the usual routine, except that Marcus Silanus sought to honour the
princes by a slur on the consulate, and proposed that on all monuments,
public or private, should be inscribed, to mark the date, the names,
not of the consuls, but of those who were holding the tribunitian
power. Quintus Haterius, when he brought forward a motion that the
decrees passed that day should be set up in the Senate House in letters
of gold, was laughed at as an old dotard, who would get nothing but
infamy out of such utterly loathsome sycophancy.

Meantime Junius Blaesus received an extension of his government of
Africa, and Servius Maluginensis, the priest of Jupiter, demanded
to have Asia allotted to him. “It was,” he asserted, “a popular error
that it was not lawful for the priests of Jupiter to leave Italy;
in fact, his own legal position differed not from that of the priests
of Mars and of Quirinus. If these latter had provinces allotted to
them, why was it forbidden to the priests of Jupiter? There were no
resolutions of the people or anything to be found in the books of
ceremonies on the subject. Pontiffs had often performed the rites
to Jupiter when his priest was hindered by illness or by public duty.
For seventy-five years after the suicide of Cornelius Merula no successor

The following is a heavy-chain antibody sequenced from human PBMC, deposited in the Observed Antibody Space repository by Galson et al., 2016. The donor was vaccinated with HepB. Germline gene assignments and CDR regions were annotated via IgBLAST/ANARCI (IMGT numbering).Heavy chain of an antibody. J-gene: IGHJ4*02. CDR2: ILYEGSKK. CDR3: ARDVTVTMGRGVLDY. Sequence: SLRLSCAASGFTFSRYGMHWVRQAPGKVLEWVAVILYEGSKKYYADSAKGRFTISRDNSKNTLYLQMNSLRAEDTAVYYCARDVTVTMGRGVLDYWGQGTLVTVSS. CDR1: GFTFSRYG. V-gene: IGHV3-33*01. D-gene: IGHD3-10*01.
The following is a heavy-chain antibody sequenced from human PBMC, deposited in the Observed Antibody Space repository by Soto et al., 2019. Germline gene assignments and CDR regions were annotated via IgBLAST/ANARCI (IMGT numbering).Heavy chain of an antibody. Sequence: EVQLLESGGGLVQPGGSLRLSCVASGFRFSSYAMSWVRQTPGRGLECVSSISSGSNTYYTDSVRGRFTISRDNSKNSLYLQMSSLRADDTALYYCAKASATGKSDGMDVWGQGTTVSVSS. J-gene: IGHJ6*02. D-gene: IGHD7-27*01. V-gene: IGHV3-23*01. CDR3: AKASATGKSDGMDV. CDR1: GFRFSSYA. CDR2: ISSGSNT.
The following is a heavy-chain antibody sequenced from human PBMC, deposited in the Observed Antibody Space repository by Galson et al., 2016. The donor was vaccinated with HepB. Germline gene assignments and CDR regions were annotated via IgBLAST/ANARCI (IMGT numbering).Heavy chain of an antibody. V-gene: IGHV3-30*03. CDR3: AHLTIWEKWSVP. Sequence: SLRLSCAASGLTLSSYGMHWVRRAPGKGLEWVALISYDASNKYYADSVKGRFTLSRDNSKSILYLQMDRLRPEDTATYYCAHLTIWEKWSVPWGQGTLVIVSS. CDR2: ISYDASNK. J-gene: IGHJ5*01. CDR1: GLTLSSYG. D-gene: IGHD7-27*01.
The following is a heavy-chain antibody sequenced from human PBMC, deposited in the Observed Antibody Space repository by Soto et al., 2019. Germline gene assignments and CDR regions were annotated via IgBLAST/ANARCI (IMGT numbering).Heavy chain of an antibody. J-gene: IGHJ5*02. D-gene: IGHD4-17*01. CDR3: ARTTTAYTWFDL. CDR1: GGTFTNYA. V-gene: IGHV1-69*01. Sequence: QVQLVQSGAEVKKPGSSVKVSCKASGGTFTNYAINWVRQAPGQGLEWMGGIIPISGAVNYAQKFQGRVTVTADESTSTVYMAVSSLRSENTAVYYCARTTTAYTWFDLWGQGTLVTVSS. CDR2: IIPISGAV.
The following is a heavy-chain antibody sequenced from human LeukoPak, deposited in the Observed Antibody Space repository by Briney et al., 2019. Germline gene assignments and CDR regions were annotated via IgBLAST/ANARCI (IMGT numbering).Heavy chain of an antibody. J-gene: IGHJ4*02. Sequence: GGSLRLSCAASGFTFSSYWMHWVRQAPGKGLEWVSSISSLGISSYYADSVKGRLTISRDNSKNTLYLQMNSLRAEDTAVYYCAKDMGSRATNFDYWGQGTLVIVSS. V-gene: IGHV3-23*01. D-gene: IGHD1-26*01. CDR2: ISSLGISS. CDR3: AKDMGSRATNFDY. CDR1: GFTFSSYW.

to his office had been appointed; yet religious rites had not ceased.
If during so many years it was possible for there to be no appointment
without any prejudice to religion, with what comparative ease might
he be absent for one year’s proconsulate? That these priests in former
days were prohibited by the pontiff from going into the provinces,
was the result of private feuds. Now, thank heaven, the supreme pontiff
was also the supreme man, and was influenced by no rivalry, hatred
or personal feeling.”

As the augur Lentulus and others argued on various grounds against
this view, the result was that they awaited the decision of the supreme
pontiff. Tiberius deferred any investigation into the priest’s legal
position, but he modified the ceremonies which had been decreed in
honour of Drusus’s tribunitian power with special censure on the extravagance
of the proposed inscription in gold, so contrary to national usage.
Letters also from Drusus were read, which, though studiously modest
in expression, were taken to be extremely supercilious. “We have fallen
so low,” people said, “that even a mere youth who has received so
high an honour does not go as a worshipper to the city’s gods, does
not enter the Senate, does not so much as take the auspices on his
country’s soil. There is a war, forsooth, or he is kept from us in
some remote part of the world. Why, at this very moment, he is on
a tour amid the shores and lakes of Campania. Such is the training
of the future ruler of mankind; such the lesson he first learns from
his father’s counsels. An aged emperor may indeed shrink from the
citizen’s gaze, and plead the weariness of declining years and the
toils of the past. But, as for Drusus, what can be his hindrance but
The Annals by Tacitus